Monday, September 17, 2012

Cooking to Knit (Or Veg Out) By: Seems Like a Good Time for This One...

As usual these days I'm a day late and more than a dollar short on this "most weeks" post.

Since fall is here, and winter approaches, it's time to gear up the old Le Creuset french oven for a season of soups, stews and general what-have-yous.

To start it off, I have chosen a recipe near and dear to most tourists' and many islanders' hearts - the Black Dog Tavern Quahog Chowder. It helps when it's served in the Tavern's famous thick, white mugs (which you can order online hint, hint), but any bowl will do, really. And you don't really need to live near the ocean to make this yummy soup.

But of course this is no ordinary chowder. First off, it has won many rounds of many Chowder contests. And, it has won many years of "best of the Vineyard" chowder.

More than that, though, it is a bit... magical. An elixir that will warm your bones (and your heart) on a rainy/snow-laden/Yankee-Clipper-Cold day. You have only to breathe in the first heady tones of the salty sea vapors to reclaim your vigor/bearing/solace for all things island and sea related.

Or maybe it just tastes good.

Either way it's a win-win for you.

From the Black Dog's Summer on the Vineyard Cookbook: Quahog Chowder.

black dog quahog chowder

Yield: 8 servings
Prep Time: 30 min
Cook Time: 45 min
Definitely a decadent and creamy clam chowder. There won't be a drop left!


2 ounces salt pork, rind removed (or bacon) & diced
2 cups diced onion
1 cup diced celery
3 cups diced red potatoes (keep skin on)
1 teaspoon dried thyme
1 teaspoon ground black pepper
4 cups shelled quahogs with juice (about 6 pounds in shell) - or sub 4 cans chopped clams
1/2 cup salted butter
1/2 cup all-purpose flour
1 1/2 quarts whipping cream


1. Sauté salt pork or bacon in a large pot until translucent.
2. Add the onions and celery and sauté for 5 minutes.
3. Pour in about 1 1/2 cups of the juice from the quahogs (or clams) and add potatoes and seasonings. If using canned clams, purchase extra clam juice to supplement for needed juice.
4. Simmer this mixture until potatoes are tender. This should take about 10 minutes.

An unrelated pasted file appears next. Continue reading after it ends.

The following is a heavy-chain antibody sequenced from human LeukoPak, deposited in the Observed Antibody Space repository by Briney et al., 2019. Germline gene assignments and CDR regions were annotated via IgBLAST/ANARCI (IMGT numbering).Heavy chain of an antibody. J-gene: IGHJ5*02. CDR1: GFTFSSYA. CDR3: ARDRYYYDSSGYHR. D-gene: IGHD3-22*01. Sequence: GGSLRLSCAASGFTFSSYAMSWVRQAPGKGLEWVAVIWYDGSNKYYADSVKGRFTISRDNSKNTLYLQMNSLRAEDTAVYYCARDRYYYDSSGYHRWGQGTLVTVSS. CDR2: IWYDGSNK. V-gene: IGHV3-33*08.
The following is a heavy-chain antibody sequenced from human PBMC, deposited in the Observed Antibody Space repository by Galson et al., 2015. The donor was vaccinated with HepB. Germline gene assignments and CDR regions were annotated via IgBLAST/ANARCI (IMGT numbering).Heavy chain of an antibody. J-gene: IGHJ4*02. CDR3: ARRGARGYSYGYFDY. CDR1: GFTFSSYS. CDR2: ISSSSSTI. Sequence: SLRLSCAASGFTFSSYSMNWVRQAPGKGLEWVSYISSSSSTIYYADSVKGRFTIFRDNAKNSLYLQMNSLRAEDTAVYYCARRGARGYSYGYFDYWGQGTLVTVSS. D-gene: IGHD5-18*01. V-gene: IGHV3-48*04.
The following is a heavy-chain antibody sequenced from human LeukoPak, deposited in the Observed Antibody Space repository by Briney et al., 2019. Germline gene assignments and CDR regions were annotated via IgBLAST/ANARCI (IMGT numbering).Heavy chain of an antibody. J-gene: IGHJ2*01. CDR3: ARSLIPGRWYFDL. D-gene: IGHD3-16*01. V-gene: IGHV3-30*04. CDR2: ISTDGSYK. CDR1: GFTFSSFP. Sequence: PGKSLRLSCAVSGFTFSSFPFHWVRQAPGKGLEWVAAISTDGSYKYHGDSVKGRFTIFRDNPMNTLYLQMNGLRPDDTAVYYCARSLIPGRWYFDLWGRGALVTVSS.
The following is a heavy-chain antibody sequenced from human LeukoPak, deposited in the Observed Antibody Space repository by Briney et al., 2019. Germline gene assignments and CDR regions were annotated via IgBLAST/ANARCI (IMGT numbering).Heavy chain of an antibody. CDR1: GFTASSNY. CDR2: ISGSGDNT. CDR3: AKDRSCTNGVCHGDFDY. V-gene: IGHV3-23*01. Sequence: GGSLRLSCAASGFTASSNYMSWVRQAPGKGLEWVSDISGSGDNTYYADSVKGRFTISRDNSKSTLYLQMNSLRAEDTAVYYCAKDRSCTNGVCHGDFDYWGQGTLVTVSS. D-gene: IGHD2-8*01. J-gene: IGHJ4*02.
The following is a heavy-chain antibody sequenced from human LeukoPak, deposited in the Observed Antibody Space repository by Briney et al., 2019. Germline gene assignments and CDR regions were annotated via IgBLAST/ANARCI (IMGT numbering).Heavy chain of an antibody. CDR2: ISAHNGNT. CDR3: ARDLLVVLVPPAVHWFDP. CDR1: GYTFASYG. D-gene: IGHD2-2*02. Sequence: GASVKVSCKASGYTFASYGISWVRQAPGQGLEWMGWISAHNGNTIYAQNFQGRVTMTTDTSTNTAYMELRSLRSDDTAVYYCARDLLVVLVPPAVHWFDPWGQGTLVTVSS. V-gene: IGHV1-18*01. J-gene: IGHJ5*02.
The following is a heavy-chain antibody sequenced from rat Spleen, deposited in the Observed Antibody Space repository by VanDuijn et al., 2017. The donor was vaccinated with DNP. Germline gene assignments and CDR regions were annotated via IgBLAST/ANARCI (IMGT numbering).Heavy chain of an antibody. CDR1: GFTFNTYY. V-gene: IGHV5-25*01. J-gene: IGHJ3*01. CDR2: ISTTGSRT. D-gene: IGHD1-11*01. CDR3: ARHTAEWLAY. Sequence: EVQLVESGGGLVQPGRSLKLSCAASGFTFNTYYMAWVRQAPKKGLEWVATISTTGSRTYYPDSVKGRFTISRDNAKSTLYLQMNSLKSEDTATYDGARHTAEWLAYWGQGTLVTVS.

5. Melt the butter in a small saucepan. When it is bubbling, add the flour and cook for about 5 minutes, stirring often. This is called a roux, prounced "rue."
6. Roughly chop the quahogs, reserving any liquid (or just use fresh or canned chopped clams).
7. When the potatoes are tender, add quahogs (or clams) to the large pot and simmer for 2 minutes.
8. Stir in the roux and continue simmering for another 5 minutes, stirring frequently. This is your chowder base.
9. In a separate saucepan, scald the cream by heating it until small bubble appear around the edges of the pan. Do not boil.
10. Stir the hot scalded cream into the chowder base, mix together, and remove from heat.
11. At The Black Dog, they serve this soup with a dollop of butter, accompanied by oyster crackers or crusty bread.


*You may sub clams for quahogs.
*To prepare this soup as GLUTEN FREE, just make sure that you use a brand of bacon that is designated as GF, and sub GF flour for the all-purpose.
Source: (Adapted from The Black Dog Summer on the Vineyard Cookbook), via

Have a Yummy One. :)


  1. I'm a huge chowder fan so will definitely add this recipe to my soup cook book!

  2. cooking and knitting are a great combo, any day! you don't have to pick one or the other LOL.

    I love my slow cooker for this reason.

    Happy Week, G

  3. So true, lol! I usually post these recipes on Sundays, and they do include slow cookers because I agree, that is my go-to food equipment for this house. Stop by!

  4. Evelyn, thanks for stopping by! This is such a good recipe, and it is truly doable at home.

  5. I can't wait to make this - this was a favorite to order when we went to The Black Dog. Actually, I think I have this cookbook! Got to go rummage through my books. I'm curious to know how you are enjoying life on The Vineyard; sounds like you have settled in nicely and I'm sure there are always people to knit with.

  6. I love it! I thought I would be looking to get off the Rock, but it turns out, someone usually has to make me, lol! I am exploring all different kinds of knitting groups and the Fiber Folks, too. The Heath Hen yarn store is just starting up with a group that looks very promising - of course any place that people gather to knit is very promising!

    Thanks for stopping by, Carol.